Dedicated to Deposits: Deals, Data, and Discussion
About Ken Tumin About Ken Tumin - Founder and Editor

Ken Tumin founded the Bank Deals Blog in 2005 and has been passionately covering the best deposit deals ever since. He is frequently referenced by The New York Times, The Wall Street Journal, and other publications as a top expert, but he is first and foremost a fellow deal seeker and member of the wonderful community of savers that frequents DepositAccounts.

Featured 2-Year CD Rates

Popular Posts

Featured Accounts

Survey of the Best CD Rates for July 27, 2012

POSTED ON BY

There were quite a few cuts this week to the 5-year CD rate leaders. First, Melrose Credit Union slashed all of its CD rates. Its 5-year CD APY fell from 2.17% to 1.96%. Fort Knox Federal Credit Union continues to have the top spot for the 5-year CD, but its rate also fell this week. It's now 2.15% APY, down from 2.25% APY last week. This has a maturity of 59 months.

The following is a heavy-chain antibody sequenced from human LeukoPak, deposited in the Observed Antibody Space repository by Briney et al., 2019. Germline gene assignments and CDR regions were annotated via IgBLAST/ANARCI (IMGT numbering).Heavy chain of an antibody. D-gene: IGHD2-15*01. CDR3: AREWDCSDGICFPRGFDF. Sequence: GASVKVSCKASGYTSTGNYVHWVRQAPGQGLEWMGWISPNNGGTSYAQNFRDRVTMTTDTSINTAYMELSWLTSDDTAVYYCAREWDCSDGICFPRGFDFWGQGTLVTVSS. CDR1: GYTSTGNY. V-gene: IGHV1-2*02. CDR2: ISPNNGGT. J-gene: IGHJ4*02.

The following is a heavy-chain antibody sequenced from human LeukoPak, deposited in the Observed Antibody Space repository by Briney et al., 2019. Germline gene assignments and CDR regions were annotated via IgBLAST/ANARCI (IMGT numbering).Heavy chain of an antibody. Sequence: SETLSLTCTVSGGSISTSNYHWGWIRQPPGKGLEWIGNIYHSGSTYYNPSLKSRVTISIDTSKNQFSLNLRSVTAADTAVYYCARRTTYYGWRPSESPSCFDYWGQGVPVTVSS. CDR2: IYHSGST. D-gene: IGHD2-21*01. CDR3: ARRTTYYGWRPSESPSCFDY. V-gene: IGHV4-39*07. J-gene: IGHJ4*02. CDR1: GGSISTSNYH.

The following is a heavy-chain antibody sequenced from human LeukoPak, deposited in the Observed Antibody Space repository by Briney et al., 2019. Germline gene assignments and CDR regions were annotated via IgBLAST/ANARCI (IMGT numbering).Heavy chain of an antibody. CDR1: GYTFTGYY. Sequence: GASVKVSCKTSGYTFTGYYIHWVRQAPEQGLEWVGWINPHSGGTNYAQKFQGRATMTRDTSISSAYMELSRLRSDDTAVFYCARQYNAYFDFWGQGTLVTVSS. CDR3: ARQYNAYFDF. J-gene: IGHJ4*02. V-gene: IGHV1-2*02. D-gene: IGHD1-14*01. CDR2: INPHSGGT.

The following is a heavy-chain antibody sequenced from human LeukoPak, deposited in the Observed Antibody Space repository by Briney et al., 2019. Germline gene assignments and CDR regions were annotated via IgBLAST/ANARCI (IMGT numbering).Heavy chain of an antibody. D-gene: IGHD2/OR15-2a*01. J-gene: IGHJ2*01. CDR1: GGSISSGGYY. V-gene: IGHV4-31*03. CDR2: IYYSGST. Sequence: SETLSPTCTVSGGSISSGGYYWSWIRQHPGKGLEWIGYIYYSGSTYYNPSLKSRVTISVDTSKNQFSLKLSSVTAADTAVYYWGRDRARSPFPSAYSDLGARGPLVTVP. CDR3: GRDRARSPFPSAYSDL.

The top 5-year CD rates for banks with accounts that are nationally available have always been lower than the 5-year CD rates at all-access credit unions like Melrose. A new bank took this top spot last week with a 2.02% APY. Its name is National Bank of Kansas City. It didn't hold on to the top spot for long. Today its 5-year CD APY fell to 1.76%. The new top bank is The National Republic Bank of Chicago with a 1.91% APY. Close behind is the new internet bank CIT Bank with a 1.90% APY for a Jumbo 5-year CD (1.85% APY for a $1K minimum).

If you're looking for a 2% CD from a bank, you may have to go with a maturity over 5 years. Bank of America was actually one of those banks. Its 10-year CD had a yield up to 2.10%. That fell today to 1.85%.

I now have only 3 banks with nationally available CDs that have yields of at least 2%. These 3 banks are Discover Bank with a 2.25% APY 10-year CD and a 2.00% APY 7-year CD, Dime Savings Bank with a 2.05% APY 7-year CD and Third Federal with a 2.00% APY 6-year CD.